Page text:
These charts show a back-test using the conditions above. The rules are tilted towards a high ratio and this is because the stop we set is simply closing out when we find another gap in the opposite sense while the target is filling the gap. Thus, theoretically, we must have a high hit ratio.
def signal_quality(Data, buy, sell, where): for i in range(len(Data)): try: if Data[i, buy] == 1: for a in range(i, len(Data)): if Data[a, 1] >= Data[i - 1, 2]: Data[a, where] = Data[i - 1, 2] - Data[i, 0] break elif Data[a, sell] == -1: Data[a, where] = Data[a, 0] - Data[i, 0] break elif Data[i, sell] == -1: for a in range(i, len(Data)): if Data[a, 2] <= Data[i - 1, 1]: Data[a, where] = Data[i, 0] - Data[i - 1, 1] break elif Data[a, buy] == 1: Data[a, where] = Data[i, 0] - Data[a, 0] break except IndexError: pass return Data
# Applying the Signal Quality Function my_data = signal_quality(my_data, 6, 7, 8)
positives = my_data[my_data[:, 8] > 0] negatives = my_data[my_data[:, 8] < 0]
# Calculating Signal Quality signal_quality = len(positives) / (len(negatives) + len(positives))
print('Signal Quality = ', round(signal_quality * 100, 2), '%')
Some markets exhibit more gaps than others and this can be exploited by creating more complex strategies on them using gaps.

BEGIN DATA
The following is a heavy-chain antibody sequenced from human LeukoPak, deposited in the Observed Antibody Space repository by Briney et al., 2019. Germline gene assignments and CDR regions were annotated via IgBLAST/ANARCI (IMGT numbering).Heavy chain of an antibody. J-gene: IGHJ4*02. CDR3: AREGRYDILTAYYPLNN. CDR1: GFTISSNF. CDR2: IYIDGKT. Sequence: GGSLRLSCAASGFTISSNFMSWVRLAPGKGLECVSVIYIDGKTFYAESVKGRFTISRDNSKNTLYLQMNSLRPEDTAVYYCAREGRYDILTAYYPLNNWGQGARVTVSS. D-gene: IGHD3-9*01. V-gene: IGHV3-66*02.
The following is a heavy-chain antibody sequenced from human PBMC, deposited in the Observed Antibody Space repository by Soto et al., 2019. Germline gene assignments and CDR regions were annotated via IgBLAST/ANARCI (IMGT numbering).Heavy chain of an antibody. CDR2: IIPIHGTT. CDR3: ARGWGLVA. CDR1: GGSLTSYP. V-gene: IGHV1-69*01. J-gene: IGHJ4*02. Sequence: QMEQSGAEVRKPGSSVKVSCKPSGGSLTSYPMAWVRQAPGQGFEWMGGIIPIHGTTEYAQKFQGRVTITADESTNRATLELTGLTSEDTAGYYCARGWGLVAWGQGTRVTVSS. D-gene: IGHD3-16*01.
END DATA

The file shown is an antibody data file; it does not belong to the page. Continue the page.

# Output EURUSD Hourly Data = 77.89% # Output USDCHF Hourly Data = 76.13% # Output GBPUSD Hourly Data = 70.13% # Output AUDUSD Hourly Data = 77.80%
Be aware that the above signal quality metrics do not suggest that the gap trading strategy is extremely profitable. Remember, the function is biased towards a high hit ratio and also transaction costs are not taken into account, therefore, they are only for illustration purposes but it is interesting to see that they have potential.
Remember to always do your back-tests. You should always believe that other people are wrong. My indicators and style of trading may work for me but maybe not for you.
I am a firm believer of not spoon-feeding. I have learnt by doing and not by copying. You should get the idea, the function, the intuition, the conditions of the strategy, and then elaborate (an even better) one yourself so that you back-test and improve it before deciding to take it live or to eliminate it. My choice of not providing specific Back-testing results should lead the reader to explore more herself the strategy and work on it more.
One Last Word